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Edward Bell - Senior Director, Market Economics
Published Date: 10 March 2019
Oil markets managed to drift higher in a week that was missing any real catalyst to push prices out of their current range. WTI added 0.5% over the five days to close at USD 56.07/b while Brent futures managed a 1% gain to end the week at USD 65.74/b. The economic backdrop for oil and commodities is looking increasingly negative. US jobs data tanked in February (just 20k jobs added), the ECB has had to reverse course on withdrawing stimulus and Chinese exports fell 21% y/y in February. With a week set to be dominated by uncertainty over Brexit votes in the UK, a return to risk off-positioning could take some of the shine off crude.
The EIA, OPEC and IEA will release their latest market reports this week where all eyes will be on whether demand growth is revised lower in line with weakening growth projections: the OECD cut its economic growth forecasts so the IEA’s projections for an acceleration in demand growth look set to be revised lower. OPEC is signaling to the market to not expect much as next month’s meeting as they still don’t view the crude market as balanced. The UAE’s energy minister, Suhail al Mazrouei, said the production cuts would remain in force until the market is balanced, which we don’t expect will occur on current demand projections until the middle months of the year. OPEC will risk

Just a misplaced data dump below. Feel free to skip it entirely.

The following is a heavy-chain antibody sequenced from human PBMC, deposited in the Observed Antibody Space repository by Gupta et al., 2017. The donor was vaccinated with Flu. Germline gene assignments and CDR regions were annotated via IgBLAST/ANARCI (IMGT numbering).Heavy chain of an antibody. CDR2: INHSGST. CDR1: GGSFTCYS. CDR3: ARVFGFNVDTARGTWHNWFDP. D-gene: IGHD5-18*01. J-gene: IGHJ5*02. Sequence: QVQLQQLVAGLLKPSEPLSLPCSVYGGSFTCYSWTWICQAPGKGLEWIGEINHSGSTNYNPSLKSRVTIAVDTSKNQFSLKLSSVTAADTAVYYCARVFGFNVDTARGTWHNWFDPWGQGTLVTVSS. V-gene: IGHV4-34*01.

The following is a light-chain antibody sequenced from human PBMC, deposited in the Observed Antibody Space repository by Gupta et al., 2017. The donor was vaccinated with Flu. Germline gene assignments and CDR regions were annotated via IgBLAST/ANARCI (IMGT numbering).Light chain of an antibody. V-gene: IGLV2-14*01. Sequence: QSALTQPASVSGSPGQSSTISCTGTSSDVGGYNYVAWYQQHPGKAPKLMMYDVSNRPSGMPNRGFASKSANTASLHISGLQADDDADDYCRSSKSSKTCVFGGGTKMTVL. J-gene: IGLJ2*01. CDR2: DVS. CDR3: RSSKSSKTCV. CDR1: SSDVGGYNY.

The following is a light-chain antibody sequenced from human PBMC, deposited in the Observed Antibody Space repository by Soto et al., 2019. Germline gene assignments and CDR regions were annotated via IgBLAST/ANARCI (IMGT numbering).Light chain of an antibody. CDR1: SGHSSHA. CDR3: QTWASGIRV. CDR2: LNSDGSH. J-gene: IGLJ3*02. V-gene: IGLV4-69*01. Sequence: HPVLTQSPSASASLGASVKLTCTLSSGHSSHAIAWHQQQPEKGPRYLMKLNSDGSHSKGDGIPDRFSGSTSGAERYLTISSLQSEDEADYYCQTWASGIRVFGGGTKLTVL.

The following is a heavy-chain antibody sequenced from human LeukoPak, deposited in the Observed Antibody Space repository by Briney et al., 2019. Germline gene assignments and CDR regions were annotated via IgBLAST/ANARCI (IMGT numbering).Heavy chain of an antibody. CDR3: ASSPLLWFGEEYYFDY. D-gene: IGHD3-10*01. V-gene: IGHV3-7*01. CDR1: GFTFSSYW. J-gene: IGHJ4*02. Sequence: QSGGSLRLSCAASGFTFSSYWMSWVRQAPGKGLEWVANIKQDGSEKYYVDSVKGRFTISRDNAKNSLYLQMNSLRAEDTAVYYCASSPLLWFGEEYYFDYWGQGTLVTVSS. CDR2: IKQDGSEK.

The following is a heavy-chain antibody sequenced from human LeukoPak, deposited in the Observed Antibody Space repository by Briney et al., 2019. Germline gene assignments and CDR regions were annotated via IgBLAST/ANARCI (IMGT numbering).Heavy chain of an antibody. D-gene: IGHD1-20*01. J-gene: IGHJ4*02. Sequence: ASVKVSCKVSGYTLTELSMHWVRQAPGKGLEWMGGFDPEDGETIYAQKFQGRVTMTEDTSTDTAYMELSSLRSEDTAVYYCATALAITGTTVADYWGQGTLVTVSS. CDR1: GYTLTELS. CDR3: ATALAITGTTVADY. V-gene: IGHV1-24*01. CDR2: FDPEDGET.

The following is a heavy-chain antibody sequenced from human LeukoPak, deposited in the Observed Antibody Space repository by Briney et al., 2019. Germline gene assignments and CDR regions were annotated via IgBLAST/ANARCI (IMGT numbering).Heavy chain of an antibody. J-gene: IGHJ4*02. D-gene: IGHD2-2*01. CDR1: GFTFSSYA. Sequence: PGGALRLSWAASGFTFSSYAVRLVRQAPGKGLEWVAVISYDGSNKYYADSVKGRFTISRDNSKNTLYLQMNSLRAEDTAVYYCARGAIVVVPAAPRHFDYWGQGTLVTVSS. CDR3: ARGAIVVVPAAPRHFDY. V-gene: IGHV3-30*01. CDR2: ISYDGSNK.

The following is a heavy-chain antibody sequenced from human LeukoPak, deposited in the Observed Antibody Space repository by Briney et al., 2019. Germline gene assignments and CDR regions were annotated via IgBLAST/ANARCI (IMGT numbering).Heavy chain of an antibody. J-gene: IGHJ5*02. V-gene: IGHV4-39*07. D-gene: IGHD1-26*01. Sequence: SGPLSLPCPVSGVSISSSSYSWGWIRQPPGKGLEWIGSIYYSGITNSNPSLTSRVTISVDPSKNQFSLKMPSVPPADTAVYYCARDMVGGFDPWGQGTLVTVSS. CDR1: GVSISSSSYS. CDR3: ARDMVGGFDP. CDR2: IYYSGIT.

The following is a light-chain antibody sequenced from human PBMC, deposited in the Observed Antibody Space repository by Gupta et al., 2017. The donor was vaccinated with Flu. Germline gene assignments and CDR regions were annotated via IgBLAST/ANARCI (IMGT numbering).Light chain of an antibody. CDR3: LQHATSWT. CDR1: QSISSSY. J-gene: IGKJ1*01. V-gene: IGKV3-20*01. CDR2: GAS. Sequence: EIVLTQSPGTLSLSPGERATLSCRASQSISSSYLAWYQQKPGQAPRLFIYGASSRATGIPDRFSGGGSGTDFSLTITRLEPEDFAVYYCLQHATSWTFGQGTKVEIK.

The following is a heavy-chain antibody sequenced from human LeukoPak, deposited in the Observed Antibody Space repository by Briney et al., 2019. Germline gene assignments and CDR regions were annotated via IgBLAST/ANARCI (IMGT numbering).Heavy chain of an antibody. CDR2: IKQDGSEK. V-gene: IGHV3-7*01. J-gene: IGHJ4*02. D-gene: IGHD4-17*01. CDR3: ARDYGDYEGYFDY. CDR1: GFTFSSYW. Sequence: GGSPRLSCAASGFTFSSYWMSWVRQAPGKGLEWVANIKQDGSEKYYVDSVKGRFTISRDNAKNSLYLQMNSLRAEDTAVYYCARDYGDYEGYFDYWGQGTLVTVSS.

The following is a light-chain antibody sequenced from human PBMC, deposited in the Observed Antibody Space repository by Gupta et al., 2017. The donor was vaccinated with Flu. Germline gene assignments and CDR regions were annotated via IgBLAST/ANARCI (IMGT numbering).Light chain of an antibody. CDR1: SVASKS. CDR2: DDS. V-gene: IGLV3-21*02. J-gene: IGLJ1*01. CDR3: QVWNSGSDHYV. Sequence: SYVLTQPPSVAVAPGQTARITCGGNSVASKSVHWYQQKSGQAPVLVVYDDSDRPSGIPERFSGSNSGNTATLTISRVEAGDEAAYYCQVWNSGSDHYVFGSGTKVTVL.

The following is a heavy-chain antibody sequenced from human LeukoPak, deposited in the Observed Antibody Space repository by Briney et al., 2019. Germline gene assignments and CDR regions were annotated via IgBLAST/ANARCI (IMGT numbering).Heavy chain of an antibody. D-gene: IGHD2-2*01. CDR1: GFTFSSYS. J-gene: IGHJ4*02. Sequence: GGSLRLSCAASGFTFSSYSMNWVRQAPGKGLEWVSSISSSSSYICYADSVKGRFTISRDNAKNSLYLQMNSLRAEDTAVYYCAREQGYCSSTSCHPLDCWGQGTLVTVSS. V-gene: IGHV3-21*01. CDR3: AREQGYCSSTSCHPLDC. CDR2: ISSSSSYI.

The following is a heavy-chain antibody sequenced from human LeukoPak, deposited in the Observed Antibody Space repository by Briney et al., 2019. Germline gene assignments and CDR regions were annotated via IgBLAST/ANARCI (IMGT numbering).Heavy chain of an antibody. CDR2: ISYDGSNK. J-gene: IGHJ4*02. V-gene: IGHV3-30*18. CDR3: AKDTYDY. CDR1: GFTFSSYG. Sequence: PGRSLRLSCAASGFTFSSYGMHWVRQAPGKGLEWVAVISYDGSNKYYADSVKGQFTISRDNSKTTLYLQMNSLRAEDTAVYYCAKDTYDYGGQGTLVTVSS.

Time spreads ran out of steam last week with longer dated December spreads stablising. Brent Dec 19/20 held around USD 1.65 for most of last week while the same spread in WTI was slightly weaker. Near dated spreads, particularly in Brent don’t tell a particularly compelling story of tightening, holding in a negligible backwardation. Time spreads in the Dubai market performed a little better but are still off recent highs. The 1-3month spread for Dubai closed the week slightly below USD 0.6/b in backwardation, compared with around USD 0.7/b a month earlier.
The drilling rig count in the US fell again last week, the third week running. Exploration and production firms cut 9 rigs last week although they were still up 38 rigs y/y. Investors in WTI though appeared more positive than producers. Net length in WTI expanded by 21.4k contracts last week, the second week in a row of gains, while net length in Brent fell for the first time this year as speculators cut long positions by more than 5k contracts.
Inventory data last week told a choose-your-own-adventure story. US crude stocks rose sharply—up 7.1m bbl—while total crude and product stocks dipped slightly thanks to draws across most products. European gasoline remains swamped but total stocks in ARA have been below recent highs. In Singapore total product stocks pushed higher once again even as there was a marginal dip in light products.
Source: EIKON, Emirates NBD Research
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